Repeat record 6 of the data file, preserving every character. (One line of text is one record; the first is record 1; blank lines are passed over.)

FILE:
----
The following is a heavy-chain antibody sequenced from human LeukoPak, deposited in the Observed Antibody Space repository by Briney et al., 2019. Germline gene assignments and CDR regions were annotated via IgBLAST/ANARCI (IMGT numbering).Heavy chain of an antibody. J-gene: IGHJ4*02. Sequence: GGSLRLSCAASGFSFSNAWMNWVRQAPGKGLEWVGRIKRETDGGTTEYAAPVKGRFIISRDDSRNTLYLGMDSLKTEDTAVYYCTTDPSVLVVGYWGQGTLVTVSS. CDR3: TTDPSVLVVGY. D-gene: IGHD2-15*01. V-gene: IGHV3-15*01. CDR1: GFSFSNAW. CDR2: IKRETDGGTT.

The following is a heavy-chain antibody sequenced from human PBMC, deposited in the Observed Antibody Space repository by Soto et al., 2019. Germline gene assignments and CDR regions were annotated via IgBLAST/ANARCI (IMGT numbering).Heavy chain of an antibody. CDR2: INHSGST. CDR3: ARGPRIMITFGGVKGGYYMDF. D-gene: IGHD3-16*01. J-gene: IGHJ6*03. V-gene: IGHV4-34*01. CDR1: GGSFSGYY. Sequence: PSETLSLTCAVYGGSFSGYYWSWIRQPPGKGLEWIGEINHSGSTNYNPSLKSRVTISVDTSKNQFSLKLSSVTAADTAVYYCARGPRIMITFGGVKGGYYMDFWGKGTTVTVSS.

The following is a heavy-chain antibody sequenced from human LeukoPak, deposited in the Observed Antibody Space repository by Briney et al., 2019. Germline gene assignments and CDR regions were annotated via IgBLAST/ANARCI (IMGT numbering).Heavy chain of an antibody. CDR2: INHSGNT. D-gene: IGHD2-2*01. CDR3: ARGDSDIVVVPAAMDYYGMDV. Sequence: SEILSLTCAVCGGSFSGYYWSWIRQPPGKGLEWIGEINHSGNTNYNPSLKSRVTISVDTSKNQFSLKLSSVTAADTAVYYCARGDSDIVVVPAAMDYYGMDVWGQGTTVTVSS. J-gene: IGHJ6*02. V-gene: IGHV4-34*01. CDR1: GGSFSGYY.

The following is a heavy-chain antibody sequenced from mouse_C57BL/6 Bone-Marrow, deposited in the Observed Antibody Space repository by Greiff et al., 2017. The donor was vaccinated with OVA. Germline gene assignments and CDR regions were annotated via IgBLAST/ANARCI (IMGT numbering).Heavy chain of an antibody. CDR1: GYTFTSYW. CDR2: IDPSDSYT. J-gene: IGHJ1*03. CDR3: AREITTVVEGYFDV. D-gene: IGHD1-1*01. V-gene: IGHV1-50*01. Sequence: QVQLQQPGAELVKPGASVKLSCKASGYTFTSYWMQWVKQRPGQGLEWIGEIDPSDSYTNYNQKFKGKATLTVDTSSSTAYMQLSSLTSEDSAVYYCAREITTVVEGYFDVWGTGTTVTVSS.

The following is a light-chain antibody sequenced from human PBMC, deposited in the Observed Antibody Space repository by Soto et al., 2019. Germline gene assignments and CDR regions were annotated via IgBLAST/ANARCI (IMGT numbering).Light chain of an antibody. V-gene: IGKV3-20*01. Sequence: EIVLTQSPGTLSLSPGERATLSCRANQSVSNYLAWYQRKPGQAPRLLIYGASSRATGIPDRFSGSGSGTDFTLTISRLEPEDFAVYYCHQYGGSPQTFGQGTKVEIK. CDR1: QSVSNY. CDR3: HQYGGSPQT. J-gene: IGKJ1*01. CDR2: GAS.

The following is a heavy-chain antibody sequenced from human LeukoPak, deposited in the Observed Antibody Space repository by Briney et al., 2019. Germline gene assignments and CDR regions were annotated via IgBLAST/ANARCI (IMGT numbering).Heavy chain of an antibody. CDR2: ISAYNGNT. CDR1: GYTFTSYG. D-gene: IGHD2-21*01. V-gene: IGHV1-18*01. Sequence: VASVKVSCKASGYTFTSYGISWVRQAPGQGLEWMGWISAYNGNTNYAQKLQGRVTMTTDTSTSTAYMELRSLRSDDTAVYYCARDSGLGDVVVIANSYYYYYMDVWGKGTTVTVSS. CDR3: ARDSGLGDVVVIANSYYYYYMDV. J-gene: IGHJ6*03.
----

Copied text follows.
The following is a heavy-chain antibody sequenced from human LeukoPak, deposited in the Observed Antibody Space repository by Briney et al., 2019. Germline gene assignments and CDR regions were annotated via IgBLAST/ANARCI (IMGT numbering).Heavy chain of an antibody. CDR2: ISAYNGNT. CDR1: GYTFTSYG. D-gene: IGHD2-21*01. V-gene: IGHV1-18*01. Sequence: VASVKVSCKASGYTFTSYGISWVRQAPGQGLEWMGWISAYNGNTNYAQKLQGRVTMTTDTSTSTAYMELRSLRSDDTAVYYCARDSGLGDVVVIANSYYYYYMDVWGKGTTVTVSS. CDR3: ARDSGLGDVVVIANSYYYYYMDV. J-gene: IGHJ6*03.